Farber, Arkansas, a college town, where Claire Malloy supports her fourteen year-old daughter by running an academic bookstore. Professor of Passion is hardly the sort of material that she normally stocks, but her friend Mildred, the real identity of author Azalea Twilight, insists on holding the book launch at the shop. What could go wrong?
When passages from the book are read aloud to the gathered masses at the launch, it becomes apparent that Azalea Twilight has an axe to grind. The book is full of thinly veiled references to genuine scandals among the university faculty, including Claire’s late husband. It leaves a lot of people very angry – and one person angry enough to follow Mildred home to kill her…
Another author and series with a large back catalogue that I’ve never heard of before, but the nice folk at Bello asked me to review this one – the first, by the way – which has been re-released in electronic and paper formats, so I thought, why not?
It probably falls into the cosy category, by the skin of its teeth. By which I mean, to tick off my personal checklist:
- Not Agatha Christie – check
- Distinctive career for sleuth – bookseller, check.
- Large entourage of supporting and clearly innocent friends – nope. Everyone’s a suspect here – at times there is the potential for anyone to be the killer.
- Cute animal – nope, not that I noticed.
- Love interest – well, I’m guessing that things are going to develop between Claire and the adversarial but slightly flirty Lieutenant Rosen but it’s early days at the moment.
- No gore – check, although there are a couple of descriptions of Mildred’s body.
- It’s a whodunit – check.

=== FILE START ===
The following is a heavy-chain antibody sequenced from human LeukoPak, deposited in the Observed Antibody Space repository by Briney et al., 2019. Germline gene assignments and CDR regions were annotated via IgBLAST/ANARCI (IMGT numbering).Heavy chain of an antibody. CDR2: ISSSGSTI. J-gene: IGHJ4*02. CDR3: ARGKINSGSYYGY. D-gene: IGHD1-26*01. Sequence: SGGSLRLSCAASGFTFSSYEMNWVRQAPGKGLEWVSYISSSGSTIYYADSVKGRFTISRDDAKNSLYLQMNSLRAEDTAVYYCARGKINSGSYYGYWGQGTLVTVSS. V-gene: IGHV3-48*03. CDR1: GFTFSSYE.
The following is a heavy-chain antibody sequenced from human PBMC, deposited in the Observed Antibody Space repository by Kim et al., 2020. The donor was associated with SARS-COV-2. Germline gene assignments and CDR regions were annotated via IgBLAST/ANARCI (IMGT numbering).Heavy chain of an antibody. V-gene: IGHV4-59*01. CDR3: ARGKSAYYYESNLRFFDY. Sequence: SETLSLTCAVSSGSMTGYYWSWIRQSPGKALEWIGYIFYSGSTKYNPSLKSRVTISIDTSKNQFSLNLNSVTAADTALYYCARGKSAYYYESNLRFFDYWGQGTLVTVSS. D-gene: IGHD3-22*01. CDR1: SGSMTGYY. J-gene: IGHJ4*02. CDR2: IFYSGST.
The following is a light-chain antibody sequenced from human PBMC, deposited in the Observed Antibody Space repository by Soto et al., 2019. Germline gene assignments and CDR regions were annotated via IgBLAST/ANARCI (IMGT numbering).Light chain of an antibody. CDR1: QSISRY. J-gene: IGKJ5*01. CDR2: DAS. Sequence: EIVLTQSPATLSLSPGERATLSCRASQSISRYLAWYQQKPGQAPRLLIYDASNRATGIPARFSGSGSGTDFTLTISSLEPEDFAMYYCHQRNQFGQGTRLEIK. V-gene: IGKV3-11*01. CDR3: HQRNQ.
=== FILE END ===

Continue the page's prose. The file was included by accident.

But it doesn’t feel like a cosy mystery – in fact by not including the third point, that really helps. Claire, who narrates the story, has a fine line in sarcastic humour that I found very entertaining, and the plot is really quite clever. It wasn’t obvious to me that there could be a motive for Mildred to have written up the town’s secrets and published them and it was only when the story is revealed that I realised that there was a motive that made sense. It’s a bit of a convoluted plan, but it still makes sense.
The relationship between Claire and Rosen is a good laugh as well and the story builds things up nicely without necessarily following the expected conventions. Ditto the relationship between Claire and her daughter.
Points off for two things –
- Claire says that bugbear phrase of mine “if this were a detective novel, then … but this is real life” at least twice. Grrrr! And
- The murderer is revealed as they are caught trying to kill someone rather than their identity being deduced. Maybe in nineteen books time, Claire will have enough experience to work it out instead – although she makes a lot of sensible deductions to be fair.
But it’s a fun read, cleverly plotted and with a very engaging narrator and I’ll certainly be looking at the series and the author again. Highly Recommended.
Oh, and it’s a great title, isn’t it?